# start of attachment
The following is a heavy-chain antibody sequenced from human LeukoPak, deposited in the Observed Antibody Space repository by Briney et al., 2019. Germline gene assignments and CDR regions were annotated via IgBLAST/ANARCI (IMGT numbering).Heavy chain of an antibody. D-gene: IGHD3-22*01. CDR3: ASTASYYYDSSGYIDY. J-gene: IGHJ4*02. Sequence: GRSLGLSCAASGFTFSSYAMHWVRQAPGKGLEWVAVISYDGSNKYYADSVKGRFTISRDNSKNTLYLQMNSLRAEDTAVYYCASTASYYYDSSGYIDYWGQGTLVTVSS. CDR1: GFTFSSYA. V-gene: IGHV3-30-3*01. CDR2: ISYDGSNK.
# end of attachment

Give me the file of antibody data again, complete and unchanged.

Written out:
The following is a heavy-chain antibody sequenced from human LeukoPak, deposited in the Observed Antibody Space repository by Briney et al., 2019. Germline gene assignments and CDR regions were annotated via IgBLAST/ANARCI (IMGT numbering).Heavy chain of an antibody. D-gene: IGHD3-22*01. CDR3: ASTASYYYDSSGYIDY. J-gene: IGHJ4*02. Sequence: GRSLGLSCAASGFTFSSYAMHWVRQAPGKGLEWVAVISYDGSNKYYADSVKGRFTISRDNSKNTLYLQMNSLRAEDTAVYYCASTASYYYDSSGYIDYWGQGTLVTVSS. CDR1: GFTFSSYA. V-gene: IGHV3-30-3*01. CDR2: ISYDGSNK.